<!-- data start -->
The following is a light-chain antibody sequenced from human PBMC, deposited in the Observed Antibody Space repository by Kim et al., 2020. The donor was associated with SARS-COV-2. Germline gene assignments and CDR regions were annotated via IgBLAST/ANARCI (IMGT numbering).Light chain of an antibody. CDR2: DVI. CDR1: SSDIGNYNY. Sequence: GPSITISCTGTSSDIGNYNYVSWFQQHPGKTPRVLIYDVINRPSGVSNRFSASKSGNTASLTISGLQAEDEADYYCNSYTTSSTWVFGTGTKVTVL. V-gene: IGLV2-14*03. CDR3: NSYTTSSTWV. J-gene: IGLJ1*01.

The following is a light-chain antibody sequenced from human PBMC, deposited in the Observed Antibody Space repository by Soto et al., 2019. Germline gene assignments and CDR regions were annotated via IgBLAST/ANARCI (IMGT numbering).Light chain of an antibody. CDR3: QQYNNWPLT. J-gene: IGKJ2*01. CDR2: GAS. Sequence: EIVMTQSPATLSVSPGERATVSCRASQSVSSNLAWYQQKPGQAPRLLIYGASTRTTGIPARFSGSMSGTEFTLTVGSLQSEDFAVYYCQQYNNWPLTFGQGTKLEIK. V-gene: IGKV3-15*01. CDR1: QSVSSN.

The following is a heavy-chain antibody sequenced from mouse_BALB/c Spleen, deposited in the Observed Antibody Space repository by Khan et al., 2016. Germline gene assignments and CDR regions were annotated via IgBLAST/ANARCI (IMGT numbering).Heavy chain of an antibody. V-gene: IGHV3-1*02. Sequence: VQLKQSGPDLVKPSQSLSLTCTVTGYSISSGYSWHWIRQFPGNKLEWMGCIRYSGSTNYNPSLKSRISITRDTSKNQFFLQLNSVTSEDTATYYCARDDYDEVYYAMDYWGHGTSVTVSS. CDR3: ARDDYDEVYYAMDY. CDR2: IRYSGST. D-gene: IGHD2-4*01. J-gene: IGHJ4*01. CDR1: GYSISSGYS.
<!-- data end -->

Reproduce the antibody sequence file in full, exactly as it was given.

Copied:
The following is a light-chain antibody sequenced from human PBMC, deposited in the Observed Antibody Space repository by Kim et al., 2020. The donor was associated with SARS-COV-2. Germline gene assignments and CDR regions were annotated via IgBLAST/ANARCI (IMGT numbering).Light chain of an antibody. CDR2: DVI. CDR1: SSDIGNYNY. Sequence: GPSITISCTGTSSDIGNYNYVSWFQQHPGKTPRVLIYDVINRPSGVSNRFSASKSGNTASLTISGLQAEDEADYYCNSYTTSSTWVFGTGTKVTVL. V-gene: IGLV2-14*03. CDR3: NSYTTSSTWV. J-gene: IGLJ1*01.

The following is a light-chain antibody sequenced from human PBMC, deposited in the Observed Antibody Space repository by Soto et al., 2019. Germline gene assignments and CDR regions were annotated via IgBLAST/ANARCI (IMGT numbering).Light chain of an antibody. CDR3: QQYNNWPLT. J-gene: IGKJ2*01. CDR2: GAS. Sequence: EIVMTQSPATLSVSPGERATVSCRASQSVSSNLAWYQQKPGQAPRLLIYGASTRTTGIPARFSGSMSGTEFTLTVGSLQSEDFAVYYCQQYNNWPLTFGQGTKLEIK. V-gene: IGKV3-15*01. CDR1: QSVSSN.

The following is a heavy-chain antibody sequenced from mouse_BALB/c Spleen, deposited in the Observed Antibody Space repository by Khan et al., 2016. Germline gene assignments and CDR regions were annotated via IgBLAST/ANARCI (IMGT numbering).Heavy chain of an antibody. V-gene: IGHV3-1*02. Sequence: VQLKQSGPDLVKPSQSLSLTCTVTGYSISSGYSWHWIRQFPGNKLEWMGCIRYSGSTNYNPSLKSRISITRDTSKNQFFLQLNSVTSEDTATYYCARDDYDEVYYAMDYWGHGTSVTVSS. CDR3: ARDDYDEVYYAMDY. CDR2: IRYSGST. D-gene: IGHD2-4*01. J-gene: IGHJ4*01. CDR1: GYSISSGYS.